Wednesday, August 27, 2008

Czech Real Wage Growth Slows Further In Q2 2008

Czech real wages grew at the slowest pace in almost 10 years in the second quarter, helping reduce concern that inflation will get stuck above the central bank's target range. The average salary rose by 8%, which meant a rise in real wages of 1.1 percent when adjusted for 6.8 percent inflation, compared with revised growth of 2.6 percent in the first three months, according to data from the Prague-based statistics office last week. The average gross monthly paycheck jumped to 23,182 koruna ($1,387) after a revised 10.2 percent rise in the first quarter.

The central bank, which on Aug. 7 cut its key interest rate for the first time in three years, mentioned strong wage growth one of the factors that could frustrate its aim of reducing the inflation rate to its 3 percent target range next year.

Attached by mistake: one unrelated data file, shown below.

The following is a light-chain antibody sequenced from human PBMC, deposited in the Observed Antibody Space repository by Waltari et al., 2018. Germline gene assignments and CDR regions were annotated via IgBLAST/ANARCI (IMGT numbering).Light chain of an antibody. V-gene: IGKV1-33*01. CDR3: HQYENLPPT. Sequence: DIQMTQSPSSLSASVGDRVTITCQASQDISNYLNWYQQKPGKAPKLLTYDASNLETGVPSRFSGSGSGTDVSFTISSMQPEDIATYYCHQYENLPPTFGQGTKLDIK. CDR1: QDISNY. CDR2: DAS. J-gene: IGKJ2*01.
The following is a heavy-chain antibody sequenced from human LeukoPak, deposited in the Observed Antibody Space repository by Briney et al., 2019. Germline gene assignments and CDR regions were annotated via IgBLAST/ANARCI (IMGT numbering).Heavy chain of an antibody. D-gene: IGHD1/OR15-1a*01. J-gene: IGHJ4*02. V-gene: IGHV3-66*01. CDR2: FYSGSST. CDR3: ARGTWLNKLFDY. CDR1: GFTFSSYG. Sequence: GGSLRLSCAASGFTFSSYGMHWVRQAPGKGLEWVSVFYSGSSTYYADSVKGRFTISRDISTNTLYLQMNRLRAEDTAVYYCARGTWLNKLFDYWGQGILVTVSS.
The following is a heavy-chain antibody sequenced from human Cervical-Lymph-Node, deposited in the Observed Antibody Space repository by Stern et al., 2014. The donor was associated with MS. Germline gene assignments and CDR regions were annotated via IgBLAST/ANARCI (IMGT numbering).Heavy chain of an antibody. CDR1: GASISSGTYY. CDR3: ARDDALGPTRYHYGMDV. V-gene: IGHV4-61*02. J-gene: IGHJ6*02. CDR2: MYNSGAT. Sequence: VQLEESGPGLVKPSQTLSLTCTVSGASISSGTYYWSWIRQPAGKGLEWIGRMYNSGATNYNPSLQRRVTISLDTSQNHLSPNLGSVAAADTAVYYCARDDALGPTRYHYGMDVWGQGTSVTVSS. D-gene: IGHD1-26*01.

The central bank is watching closely to see whether the current inflation spike, which they expect to wane during 2009, will lead to faster pay increases than justified by productivity gains, providing a second-round impulse to price growth.

The lowest jobless rate in 11 years, a record number of vacancies and tax optimization pushed first-quarter wages up the most in more than 9 years. The government introduced a flat income tax rate on Jan. 1, replacing four progressive rates, leaving most workers with more net pay in their pockets.

Among private businesses, the monthly paycheck was 9.3 percent higher, at 23,692 koruna. When adjusted for inflation, wages grew 2.3 percent, while the salaries of state employees jumped on average 3 percent to 21,344 koruna, translating into a 3.6 percent drop in real terms after the government capped public wage gains to restrain spending.

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